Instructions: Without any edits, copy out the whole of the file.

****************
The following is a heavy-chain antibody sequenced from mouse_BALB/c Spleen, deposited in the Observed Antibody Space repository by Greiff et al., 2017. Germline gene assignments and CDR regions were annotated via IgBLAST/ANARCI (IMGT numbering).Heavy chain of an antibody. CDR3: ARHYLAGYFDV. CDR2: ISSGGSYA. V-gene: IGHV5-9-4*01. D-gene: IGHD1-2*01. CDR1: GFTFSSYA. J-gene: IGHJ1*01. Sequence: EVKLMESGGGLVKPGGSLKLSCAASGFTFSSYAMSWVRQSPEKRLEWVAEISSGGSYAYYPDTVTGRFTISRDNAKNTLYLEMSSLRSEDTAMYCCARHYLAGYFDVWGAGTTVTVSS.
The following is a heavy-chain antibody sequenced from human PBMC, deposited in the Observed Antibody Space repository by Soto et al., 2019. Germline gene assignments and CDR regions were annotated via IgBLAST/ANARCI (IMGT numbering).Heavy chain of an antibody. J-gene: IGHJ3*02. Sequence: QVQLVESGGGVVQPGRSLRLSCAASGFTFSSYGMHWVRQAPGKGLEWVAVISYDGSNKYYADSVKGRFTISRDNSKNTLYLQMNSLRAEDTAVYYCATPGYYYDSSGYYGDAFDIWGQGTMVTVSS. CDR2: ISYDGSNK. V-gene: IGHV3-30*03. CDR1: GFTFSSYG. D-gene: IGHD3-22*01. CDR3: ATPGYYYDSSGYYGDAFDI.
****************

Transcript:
The following is a heavy-chain antibody sequenced from mouse_BALB/c Spleen, deposited in the Observed Antibody Space repository by Greiff et al., 2017. Germline gene assignments and CDR regions were annotated via IgBLAST/ANARCI (IMGT numbering).Heavy chain of an antibody. CDR3: ARHYLAGYFDV. CDR2: ISSGGSYA. V-gene: IGHV5-9-4*01. D-gene: IGHD1-2*01. CDR1: GFTFSSYA. J-gene: IGHJ1*01. Sequence: EVKLMESGGGLVKPGGSLKLSCAASGFTFSSYAMSWVRQSPEKRLEWVAEISSGGSYAYYPDTVTGRFTISRDNAKNTLYLEMSSLRSEDTAMYCCARHYLAGYFDVWGAGTTVTVSS.
The following is a heavy-chain antibody sequenced from human PBMC, deposited in the Observed Antibody Space repository by Soto et al., 2019. Germline gene assignments and CDR regions were annotated via IgBLAST/ANARCI (IMGT numbering).Heavy chain of an antibody. J-gene: IGHJ3*02. Sequence: QVQLVESGGGVVQPGRSLRLSCAASGFTFSSYGMHWVRQAPGKGLEWVAVISYDGSNKYYADSVKGRFTISRDNSKNTLYLQMNSLRAEDTAVYYCATPGYYYDSSGYYGDAFDIWGQGTMVTVSS. CDR2: ISYDGSNK. V-gene: IGHV3-30*03. CDR1: GFTFSSYG. D-gene: IGHD3-22*01. CDR3: ATPGYYYDSSGYYGDAFDI.